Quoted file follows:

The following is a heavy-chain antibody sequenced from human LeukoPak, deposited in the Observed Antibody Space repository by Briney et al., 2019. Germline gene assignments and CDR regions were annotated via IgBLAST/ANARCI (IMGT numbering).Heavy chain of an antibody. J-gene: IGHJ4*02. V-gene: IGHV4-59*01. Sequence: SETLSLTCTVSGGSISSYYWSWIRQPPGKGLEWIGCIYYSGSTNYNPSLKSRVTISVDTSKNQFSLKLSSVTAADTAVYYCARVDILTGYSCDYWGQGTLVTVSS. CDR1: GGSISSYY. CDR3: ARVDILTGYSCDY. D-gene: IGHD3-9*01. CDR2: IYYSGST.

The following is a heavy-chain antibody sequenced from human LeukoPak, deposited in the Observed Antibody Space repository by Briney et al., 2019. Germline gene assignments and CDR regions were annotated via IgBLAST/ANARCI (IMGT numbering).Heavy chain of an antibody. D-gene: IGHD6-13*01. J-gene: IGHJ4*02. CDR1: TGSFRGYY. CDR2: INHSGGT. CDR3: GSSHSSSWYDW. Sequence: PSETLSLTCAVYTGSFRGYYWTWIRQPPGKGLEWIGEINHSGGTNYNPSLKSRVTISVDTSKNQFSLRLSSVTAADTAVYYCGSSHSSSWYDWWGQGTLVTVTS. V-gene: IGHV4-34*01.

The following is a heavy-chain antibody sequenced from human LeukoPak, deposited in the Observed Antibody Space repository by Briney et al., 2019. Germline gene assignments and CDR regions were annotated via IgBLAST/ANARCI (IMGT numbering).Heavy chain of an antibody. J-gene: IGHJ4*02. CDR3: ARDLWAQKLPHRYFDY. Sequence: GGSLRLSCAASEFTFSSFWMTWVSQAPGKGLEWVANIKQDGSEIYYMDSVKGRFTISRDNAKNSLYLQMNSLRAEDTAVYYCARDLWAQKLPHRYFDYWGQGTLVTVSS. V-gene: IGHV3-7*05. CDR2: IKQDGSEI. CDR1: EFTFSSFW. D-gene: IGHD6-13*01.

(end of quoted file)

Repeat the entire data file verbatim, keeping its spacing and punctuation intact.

The following is a heavy-chain antibody sequenced from human LeukoPak, deposited in the Observed Antibody Space repository by Briney et al., 2019. Germline gene assignments and CDR regions were annotated via IgBLAST/ANARCI (IMGT numbering).Heavy chain of an antibody. J-gene: IGHJ4*02. V-gene: IGHV4-59*01. Sequence: SETLSLTCTVSGGSISSYYWSWIRQPPGKGLEWIGCIYYSGSTNYNPSLKSRVTISVDTSKNQFSLKLSSVTAADTAVYYCARVDILTGYSCDYWGQGTLVTVSS. CDR1: GGSISSYY. CDR3: ARVDILTGYSCDY. D-gene: IGHD3-9*01. CDR2: IYYSGST.

The following is a heavy-chain antibody sequenced from human LeukoPak, deposited in the Observed Antibody Space repository by Briney et al., 2019. Germline gene assignments and CDR regions were annotated via IgBLAST/ANARCI (IMGT numbering).Heavy chain of an antibody. D-gene: IGHD6-13*01. J-gene: IGHJ4*02. CDR1: TGSFRGYY. CDR2: INHSGGT. CDR3: GSSHSSSWYDW. Sequence: PSETLSLTCAVYTGSFRGYYWTWIRQPPGKGLEWIGEINHSGGTNYNPSLKSRVTISVDTSKNQFSLRLSSVTAADTAVYYCGSSHSSSWYDWWGQGTLVTVTS. V-gene: IGHV4-34*01.

The following is a heavy-chain antibody sequenced from human LeukoPak, deposited in the Observed Antibody Space repository by Briney et al., 2019. Germline gene assignments and CDR regions were annotated via IgBLAST/ANARCI (IMGT numbering).Heavy chain of an antibody. J-gene: IGHJ4*02. CDR3: ARDLWAQKLPHRYFDY. Sequence: GGSLRLSCAASEFTFSSFWMTWVSQAPGKGLEWVANIKQDGSEIYYMDSVKGRFTISRDNAKNSLYLQMNSLRAEDTAVYYCARDLWAQKLPHRYFDYWGQGTLVTVSS. V-gene: IGHV3-7*05. CDR2: IKQDGSEI. CDR1: EFTFSSFW. D-gene: IGHD6-13*01.